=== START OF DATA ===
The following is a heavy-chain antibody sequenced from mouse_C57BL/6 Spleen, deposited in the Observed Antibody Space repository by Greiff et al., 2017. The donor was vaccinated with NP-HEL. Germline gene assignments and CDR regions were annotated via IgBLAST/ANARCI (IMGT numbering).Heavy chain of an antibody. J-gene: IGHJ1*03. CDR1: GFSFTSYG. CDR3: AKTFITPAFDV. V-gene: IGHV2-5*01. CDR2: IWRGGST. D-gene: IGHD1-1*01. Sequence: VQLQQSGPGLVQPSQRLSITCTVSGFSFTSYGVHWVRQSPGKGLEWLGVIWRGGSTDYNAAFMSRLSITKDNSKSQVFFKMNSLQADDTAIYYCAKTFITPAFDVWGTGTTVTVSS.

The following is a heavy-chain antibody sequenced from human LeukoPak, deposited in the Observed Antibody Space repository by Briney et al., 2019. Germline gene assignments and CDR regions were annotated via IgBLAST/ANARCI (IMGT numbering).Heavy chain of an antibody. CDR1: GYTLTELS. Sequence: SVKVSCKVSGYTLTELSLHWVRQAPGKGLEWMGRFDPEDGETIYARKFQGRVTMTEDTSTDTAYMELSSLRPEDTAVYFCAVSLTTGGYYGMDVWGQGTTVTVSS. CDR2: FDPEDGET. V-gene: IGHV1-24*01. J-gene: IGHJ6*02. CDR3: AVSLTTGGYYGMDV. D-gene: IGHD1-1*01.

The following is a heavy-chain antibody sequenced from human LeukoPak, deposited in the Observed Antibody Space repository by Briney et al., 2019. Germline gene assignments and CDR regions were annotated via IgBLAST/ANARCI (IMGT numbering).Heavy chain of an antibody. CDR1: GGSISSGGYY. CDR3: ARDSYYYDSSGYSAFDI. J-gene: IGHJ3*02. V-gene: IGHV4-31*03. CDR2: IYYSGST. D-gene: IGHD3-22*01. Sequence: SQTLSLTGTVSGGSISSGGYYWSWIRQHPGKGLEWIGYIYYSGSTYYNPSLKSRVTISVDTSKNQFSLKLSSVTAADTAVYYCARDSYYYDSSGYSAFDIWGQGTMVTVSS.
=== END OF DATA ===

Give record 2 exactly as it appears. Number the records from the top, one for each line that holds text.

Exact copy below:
The following is a heavy-chain antibody sequenced from human LeukoPak, deposited in the Observed Antibody Space repository by Briney et al., 2019. Germline gene assignments and CDR regions were annotated via IgBLAST/ANARCI (IMGT numbering).Heavy chain of an antibody. CDR1: GYTLTELS. Sequence: SVKVSCKVSGYTLTELSLHWVRQAPGKGLEWMGRFDPEDGETIYARKFQGRVTMTEDTSTDTAYMELSSLRPEDTAVYFCAVSLTTGGYYGMDVWGQGTTVTVSS. CDR2: FDPEDGET. V-gene: IGHV1-24*01. J-gene: IGHJ6*02. CDR3: AVSLTTGGYYGMDV. D-gene: IGHD1-1*01.